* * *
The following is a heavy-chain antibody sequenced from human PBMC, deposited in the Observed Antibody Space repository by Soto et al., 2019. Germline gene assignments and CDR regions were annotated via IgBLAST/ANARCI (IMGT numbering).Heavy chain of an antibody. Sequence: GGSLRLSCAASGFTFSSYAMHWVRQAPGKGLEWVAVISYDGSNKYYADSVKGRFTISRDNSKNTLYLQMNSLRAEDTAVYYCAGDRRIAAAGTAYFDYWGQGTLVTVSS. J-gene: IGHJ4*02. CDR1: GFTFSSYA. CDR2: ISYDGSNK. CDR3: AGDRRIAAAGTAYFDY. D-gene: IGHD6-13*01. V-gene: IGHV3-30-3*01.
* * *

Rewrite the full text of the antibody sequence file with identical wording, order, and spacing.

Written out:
The following is a heavy-chain antibody sequenced from human PBMC, deposited in the Observed Antibody Space repository by Soto et al., 2019. Germline gene assignments and CDR regions were annotated via IgBLAST/ANARCI (IMGT numbering).Heavy chain of an antibody. Sequence: GGSLRLSCAASGFTFSSYAMHWVRQAPGKGLEWVAVISYDGSNKYYADSVKGRFTISRDNSKNTLYLQMNSLRAEDTAVYYCAGDRRIAAAGTAYFDYWGQGTLVTVSS. J-gene: IGHJ4*02. CDR1: GFTFSSYA. CDR2: ISYDGSNK. CDR3: AGDRRIAAAGTAYFDY. D-gene: IGHD6-13*01. V-gene: IGHV3-30-3*01.